Guadalajara

As Mexico’s second-largest city, Guadalajara delivers a less frenetic alternative to the nation’s capital. And, while many of the images recognized as Mexican have their roots here – mariachi music, wide-brimmed sombreros, the Mexican hat dance and charreadas (rodeos) – Guadalajara is as much a vanguard of the new Mexico as it is guardian of the old. An embarrassment of museums and theaters drive the cultural life forward, fusion chefs have sharpened the edges of an already legendary culinary scene and foresighted local planners are doing their damnedest to tackle the traffic.

Cabo San Lucas

Cabo San Lucas’s white beaches, fecund waters and spectacular arching stone cliffs at Land’s End have become the backdrop for Baja’s most raucous tourism. Where else do clubs round up conga lines so that waiters can pour tequila down dancers’ throats? The next morning you can be boating next to dolphins and spouting whales for a hangover cure. The activities are endless: jet-skiing, banana-boating, parasailing, snorkeling, kitesurfing, diving and horsebackriding can all be found just by walking down to the beach. Outside city limits, you’ll be surrounded by majestic cardón cacti, caracara birds and mystical arroyos (streams) that will impress you just as much as that crazy club you partied at the night before.

Oaxaca City

A cultural colossus fit to rival anywhere in Latin America for history, gastronomy and colorful manifestations of indigenous culture, Oaxaca is a complex but intensely attractive city whose majestic churches and refined plazas have deservedly earned it a Unesco World Heritage badge. Lovers of culture come here to indulge in the Mexico of Zapotec and colonial legend. Flowing through handsome yet tranquil streets, life pulsates with an unadulterated regional flavor. See it in the color palate of historic boutique hotels, a meet-the-producer artisan store or an intentionally grungy mezcalería (plying locally manufactured alcoholic beverages). But what makes Oaxaca especially interesting are its undercurrents. While largely safe and attractive by Mexican standards, snippets of political protest in recent years have lent the city a grittier edge. It bubbles up in satirical street art, bohemian bars and been-around-forever street markets. Trust us: there’s far more to this city than just pretty churches.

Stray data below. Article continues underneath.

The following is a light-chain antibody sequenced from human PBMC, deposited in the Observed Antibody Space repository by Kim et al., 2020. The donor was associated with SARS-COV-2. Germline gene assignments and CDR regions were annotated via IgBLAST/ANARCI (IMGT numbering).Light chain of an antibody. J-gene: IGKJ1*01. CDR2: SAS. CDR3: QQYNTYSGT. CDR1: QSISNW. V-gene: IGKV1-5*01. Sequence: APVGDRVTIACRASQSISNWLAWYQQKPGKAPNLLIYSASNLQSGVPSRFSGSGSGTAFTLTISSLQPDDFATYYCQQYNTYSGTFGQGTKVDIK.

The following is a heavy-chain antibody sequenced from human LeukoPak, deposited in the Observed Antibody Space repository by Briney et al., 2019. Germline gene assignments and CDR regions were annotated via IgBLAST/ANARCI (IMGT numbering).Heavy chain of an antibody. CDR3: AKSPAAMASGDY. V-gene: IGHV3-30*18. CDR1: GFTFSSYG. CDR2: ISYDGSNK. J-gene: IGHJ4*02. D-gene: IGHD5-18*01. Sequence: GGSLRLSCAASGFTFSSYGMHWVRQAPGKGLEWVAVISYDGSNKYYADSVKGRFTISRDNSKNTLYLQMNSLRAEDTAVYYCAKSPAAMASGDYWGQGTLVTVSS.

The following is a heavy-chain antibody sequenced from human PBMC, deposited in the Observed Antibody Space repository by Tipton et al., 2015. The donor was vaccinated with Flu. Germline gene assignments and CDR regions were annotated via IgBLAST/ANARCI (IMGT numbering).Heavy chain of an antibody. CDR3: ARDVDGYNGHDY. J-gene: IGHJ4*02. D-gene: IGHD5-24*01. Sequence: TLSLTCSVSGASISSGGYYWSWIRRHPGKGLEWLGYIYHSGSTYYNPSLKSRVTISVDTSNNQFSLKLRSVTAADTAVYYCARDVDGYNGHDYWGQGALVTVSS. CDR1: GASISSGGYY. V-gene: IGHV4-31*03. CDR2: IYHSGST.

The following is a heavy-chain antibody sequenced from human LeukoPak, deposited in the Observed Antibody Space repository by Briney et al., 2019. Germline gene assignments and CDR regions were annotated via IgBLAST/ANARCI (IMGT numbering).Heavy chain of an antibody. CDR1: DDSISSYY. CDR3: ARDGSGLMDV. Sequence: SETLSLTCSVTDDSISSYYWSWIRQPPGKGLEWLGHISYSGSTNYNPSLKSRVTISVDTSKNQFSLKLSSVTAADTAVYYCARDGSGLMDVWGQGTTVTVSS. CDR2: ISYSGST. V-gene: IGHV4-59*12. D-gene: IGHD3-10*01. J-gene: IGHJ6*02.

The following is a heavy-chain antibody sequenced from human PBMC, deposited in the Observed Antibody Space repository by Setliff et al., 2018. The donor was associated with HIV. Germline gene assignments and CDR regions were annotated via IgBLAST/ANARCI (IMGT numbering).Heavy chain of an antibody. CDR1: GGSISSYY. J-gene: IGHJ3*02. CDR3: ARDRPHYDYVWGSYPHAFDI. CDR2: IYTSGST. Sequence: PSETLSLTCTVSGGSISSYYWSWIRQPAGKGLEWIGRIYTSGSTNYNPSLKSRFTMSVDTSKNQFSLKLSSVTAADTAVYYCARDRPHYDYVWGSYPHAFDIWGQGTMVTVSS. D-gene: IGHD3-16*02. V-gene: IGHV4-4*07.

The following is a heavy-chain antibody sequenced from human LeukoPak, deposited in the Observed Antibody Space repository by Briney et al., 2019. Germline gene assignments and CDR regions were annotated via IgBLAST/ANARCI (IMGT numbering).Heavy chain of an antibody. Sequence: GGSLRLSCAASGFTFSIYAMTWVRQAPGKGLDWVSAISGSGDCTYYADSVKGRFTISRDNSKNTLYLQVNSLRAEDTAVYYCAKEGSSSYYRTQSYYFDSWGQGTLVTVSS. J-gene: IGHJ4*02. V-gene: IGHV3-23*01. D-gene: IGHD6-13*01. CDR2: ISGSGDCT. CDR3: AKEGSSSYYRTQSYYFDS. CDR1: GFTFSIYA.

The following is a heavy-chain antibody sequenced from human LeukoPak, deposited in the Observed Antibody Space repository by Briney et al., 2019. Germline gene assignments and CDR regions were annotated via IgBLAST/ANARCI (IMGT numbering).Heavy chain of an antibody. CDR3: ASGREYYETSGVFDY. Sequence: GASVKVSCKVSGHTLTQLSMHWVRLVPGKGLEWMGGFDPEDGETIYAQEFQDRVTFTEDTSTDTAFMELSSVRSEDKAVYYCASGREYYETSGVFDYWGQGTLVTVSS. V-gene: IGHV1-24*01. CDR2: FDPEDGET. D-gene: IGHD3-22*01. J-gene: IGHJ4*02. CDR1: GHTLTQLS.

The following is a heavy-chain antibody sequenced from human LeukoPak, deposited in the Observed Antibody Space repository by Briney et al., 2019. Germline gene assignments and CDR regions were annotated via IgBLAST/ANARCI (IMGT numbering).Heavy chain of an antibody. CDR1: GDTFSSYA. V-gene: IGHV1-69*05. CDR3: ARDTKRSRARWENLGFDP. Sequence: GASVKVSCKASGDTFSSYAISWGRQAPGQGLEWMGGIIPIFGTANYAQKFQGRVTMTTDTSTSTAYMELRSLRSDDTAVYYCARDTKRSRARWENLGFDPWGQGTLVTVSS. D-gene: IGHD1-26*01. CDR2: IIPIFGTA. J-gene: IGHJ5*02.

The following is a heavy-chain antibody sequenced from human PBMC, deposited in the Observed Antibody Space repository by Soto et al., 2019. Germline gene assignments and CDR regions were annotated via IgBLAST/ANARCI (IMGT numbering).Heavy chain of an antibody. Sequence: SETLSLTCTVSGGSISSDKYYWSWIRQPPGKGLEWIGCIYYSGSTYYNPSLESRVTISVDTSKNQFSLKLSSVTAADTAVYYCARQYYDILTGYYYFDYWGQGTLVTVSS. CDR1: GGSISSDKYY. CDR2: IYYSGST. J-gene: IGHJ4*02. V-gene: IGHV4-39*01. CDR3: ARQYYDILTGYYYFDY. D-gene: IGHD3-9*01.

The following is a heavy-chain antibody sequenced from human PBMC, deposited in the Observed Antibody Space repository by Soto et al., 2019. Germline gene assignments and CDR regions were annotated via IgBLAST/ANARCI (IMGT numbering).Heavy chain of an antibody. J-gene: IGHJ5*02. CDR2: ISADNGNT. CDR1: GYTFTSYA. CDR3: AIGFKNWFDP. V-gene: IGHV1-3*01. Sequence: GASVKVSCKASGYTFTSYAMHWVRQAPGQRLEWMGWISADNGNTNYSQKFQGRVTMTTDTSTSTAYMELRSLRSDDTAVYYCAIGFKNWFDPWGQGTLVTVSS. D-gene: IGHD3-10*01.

Acapulco

Acapulco, Mexico’s original party town, has a stunning topography of soaring cliffs curling into a series of wide bays and intimate coves, fringed with sandy beaches and backed by jungle-green hills. It was dubbed the ‘Pearl of the Pacific’ during its heyday as a playground for the rich and famous, including Frank Sinatra, Elvis Presley and Elizabeth Taylor.

Trip ideas

More in the North America and Central region